- The companies in the database had the highest total revenue among water supply companies. (Because it often partners with Bechtel in water projects, United Utilities was included in the database, although it does not rank among the top five companies that deal in the delivery of drinking water.)
- All financial information and customer data from the companies were taken from annual reports, filings with the Securities and Exchange Commission, and official company Internet sites. Annual reports and official web sites were the primary sources of information about each company’s presence in various countries. This was supplemented by directly querying the companies, and by searching the archives of major newspapers. Information from news accounts had to appear in print twice before it was considered for use.
- Currency Conversions: All currencies were converted to the U.S. dollar using the average exchange during each company’s fiscal year. Historical exchange rates were taken from OANDA (http://www.oanda.com/) and double checked using the Policy Analysis Computing & Information Facility in Commerce (PACIFIC) Exchange Rate Service (http://pacific.commerce.ubc.ca/xr/).
- Companies included in the relationships matrix were derived from our own research, and limited to major global organizations that advocate or promote issues or policy that deals with the supply of drinking water. In some U.S. cases, the organizations were limited to one country but played a significant role in the water utility industry.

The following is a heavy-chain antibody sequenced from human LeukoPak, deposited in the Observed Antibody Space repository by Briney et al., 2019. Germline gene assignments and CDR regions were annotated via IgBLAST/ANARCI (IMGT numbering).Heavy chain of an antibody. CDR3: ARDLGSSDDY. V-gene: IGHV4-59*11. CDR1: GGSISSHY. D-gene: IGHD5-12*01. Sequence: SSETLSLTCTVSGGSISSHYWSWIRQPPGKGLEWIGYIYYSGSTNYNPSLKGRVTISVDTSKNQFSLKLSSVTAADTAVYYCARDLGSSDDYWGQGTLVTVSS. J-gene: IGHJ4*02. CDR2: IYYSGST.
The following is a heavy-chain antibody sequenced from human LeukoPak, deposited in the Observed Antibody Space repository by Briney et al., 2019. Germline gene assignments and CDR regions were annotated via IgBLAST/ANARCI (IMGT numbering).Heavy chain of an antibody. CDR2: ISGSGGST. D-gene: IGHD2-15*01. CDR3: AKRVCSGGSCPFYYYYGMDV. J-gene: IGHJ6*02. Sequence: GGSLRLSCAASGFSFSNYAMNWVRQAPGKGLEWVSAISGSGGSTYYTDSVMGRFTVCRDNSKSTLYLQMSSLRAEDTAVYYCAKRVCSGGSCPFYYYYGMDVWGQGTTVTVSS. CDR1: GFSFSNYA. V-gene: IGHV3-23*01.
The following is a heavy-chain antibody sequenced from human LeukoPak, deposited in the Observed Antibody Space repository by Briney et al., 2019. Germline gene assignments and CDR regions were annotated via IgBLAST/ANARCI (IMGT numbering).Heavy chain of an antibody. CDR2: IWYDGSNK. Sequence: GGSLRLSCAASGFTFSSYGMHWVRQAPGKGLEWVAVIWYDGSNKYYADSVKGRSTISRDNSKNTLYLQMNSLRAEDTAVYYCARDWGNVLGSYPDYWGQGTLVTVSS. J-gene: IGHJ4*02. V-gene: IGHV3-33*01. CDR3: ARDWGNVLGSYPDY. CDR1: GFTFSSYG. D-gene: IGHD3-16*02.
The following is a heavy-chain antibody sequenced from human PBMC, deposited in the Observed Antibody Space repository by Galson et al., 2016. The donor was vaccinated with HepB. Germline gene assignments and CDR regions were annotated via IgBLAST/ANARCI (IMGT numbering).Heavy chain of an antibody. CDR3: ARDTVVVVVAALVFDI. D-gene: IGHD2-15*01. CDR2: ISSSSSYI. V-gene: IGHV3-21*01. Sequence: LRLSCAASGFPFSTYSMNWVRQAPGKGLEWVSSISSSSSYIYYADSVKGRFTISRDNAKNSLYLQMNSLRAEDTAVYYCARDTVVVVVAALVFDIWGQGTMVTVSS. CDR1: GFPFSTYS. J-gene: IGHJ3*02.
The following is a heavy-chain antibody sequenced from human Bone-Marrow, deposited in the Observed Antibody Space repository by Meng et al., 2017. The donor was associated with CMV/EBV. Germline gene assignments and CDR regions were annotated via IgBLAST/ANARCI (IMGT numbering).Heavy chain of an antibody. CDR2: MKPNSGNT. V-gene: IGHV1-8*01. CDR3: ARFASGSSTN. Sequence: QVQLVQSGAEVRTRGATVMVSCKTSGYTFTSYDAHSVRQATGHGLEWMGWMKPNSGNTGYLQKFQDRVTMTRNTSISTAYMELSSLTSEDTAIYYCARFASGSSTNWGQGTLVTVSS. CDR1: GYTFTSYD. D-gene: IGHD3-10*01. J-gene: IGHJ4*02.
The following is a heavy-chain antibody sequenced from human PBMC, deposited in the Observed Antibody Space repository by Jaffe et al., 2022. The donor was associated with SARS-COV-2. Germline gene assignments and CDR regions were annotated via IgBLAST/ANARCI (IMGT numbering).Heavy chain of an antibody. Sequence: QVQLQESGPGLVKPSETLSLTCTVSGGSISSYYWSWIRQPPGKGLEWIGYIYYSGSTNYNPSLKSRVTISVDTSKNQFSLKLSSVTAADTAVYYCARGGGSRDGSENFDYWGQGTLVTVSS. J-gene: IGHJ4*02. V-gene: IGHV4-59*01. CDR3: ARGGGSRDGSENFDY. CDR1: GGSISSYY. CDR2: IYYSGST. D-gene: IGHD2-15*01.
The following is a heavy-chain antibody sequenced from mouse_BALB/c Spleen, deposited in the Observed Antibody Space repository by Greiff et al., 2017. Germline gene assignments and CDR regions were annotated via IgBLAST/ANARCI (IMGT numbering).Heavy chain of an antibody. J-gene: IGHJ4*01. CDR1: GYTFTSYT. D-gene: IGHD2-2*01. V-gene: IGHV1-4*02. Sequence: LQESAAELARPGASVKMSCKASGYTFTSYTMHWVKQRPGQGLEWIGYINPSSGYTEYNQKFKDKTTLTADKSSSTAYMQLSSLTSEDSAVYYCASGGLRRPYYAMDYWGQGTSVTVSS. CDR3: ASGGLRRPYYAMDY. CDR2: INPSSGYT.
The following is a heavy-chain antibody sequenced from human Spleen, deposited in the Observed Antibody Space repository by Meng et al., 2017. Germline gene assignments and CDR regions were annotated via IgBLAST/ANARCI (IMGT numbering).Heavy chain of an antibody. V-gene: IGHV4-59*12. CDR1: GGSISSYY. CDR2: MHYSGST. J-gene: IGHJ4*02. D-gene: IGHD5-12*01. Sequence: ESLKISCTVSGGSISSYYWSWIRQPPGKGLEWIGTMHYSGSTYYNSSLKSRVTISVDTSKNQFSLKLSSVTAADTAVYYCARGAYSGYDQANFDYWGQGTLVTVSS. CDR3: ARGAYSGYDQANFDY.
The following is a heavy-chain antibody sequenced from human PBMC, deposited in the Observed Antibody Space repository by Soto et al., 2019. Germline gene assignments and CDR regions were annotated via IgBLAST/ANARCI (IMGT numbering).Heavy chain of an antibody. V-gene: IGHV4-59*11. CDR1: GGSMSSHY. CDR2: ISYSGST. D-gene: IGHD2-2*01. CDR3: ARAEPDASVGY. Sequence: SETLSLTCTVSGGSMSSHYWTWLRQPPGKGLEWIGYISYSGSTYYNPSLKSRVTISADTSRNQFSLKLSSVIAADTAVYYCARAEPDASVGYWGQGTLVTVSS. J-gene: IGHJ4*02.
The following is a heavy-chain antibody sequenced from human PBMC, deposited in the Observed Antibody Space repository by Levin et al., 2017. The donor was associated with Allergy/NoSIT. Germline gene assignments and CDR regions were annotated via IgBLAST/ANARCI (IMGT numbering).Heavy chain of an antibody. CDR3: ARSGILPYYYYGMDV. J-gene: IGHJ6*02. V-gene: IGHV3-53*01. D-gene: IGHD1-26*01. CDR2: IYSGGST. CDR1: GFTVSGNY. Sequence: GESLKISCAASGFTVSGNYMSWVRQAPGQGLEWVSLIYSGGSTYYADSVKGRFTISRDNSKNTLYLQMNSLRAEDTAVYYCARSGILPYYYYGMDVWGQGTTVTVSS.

- The relationship codes are defined as follows: “Individual relationship” indicates a third-party tie — such as an employee of a company sitting on the board of a water organization — between two groups. “Formal corporate” indicates an established and integral relationship, where one organization works closely with another. For example, the tie between a company that funds an organization is designated as “formal” relationship. An “informal corporate” label is given to groups that publicly support or work with each other, but do not necessarily play key roles in each other’s organizations.
Campaign Finance Data
The Center acquired its contribution data from the Center for Responsive Politics (www.opensecrets.org) of all private companies and public entities, and their trade groups, that are primarily engaged in providing water and water services covering 1996, 1998, 2000 and most of the 2002 election cycles. The industry coding was done by the Center for Responsive Politics and the analysis was done by the Center for Public Integrity. The figures include soft money and political action committee contributions as well as contributions from individuals who identified themselves as employees of the companies studied by the Center for Public Integrity.
The Center for Public Integrity created a database of federal lobbying activity reports filed by water companies, utilities and their trade groups between 1996 and 2002. The Center acquired paper reports filed by these entities and then keyed them into an electronic database, which was used for the CPI analysis.
“Water revenue” refers to revenue derived from operations pertaining to the delivery of drinking water, as reported in corporate filings. (Conglomerates did not always report a separate figure for water revenue.) “Total revenue” refers to the company’s reported overall revenue, which comes from a variety of sources, including water operations and other, unrelated activity. “Net income” refers to reported income figures after taxes. “Percent of water revenue” compares a single company’s reported water revenue to its overall revenue figures.
“At a glance” box sources are compiled from (in alphabetical order):
Asian Development Bank
Australian Conservation Foundation
Australian Natural Resources Atlas
Global Water Supply and Sanitation Assessment 2000 Report,
World Health Organization
Water: The Fate of Our Most Precious Resource, Marq De Villiers, 2000
The World Bank Group
The World Factbook 2002, CIA;
World Resources Report 2000-01, World Resources Institute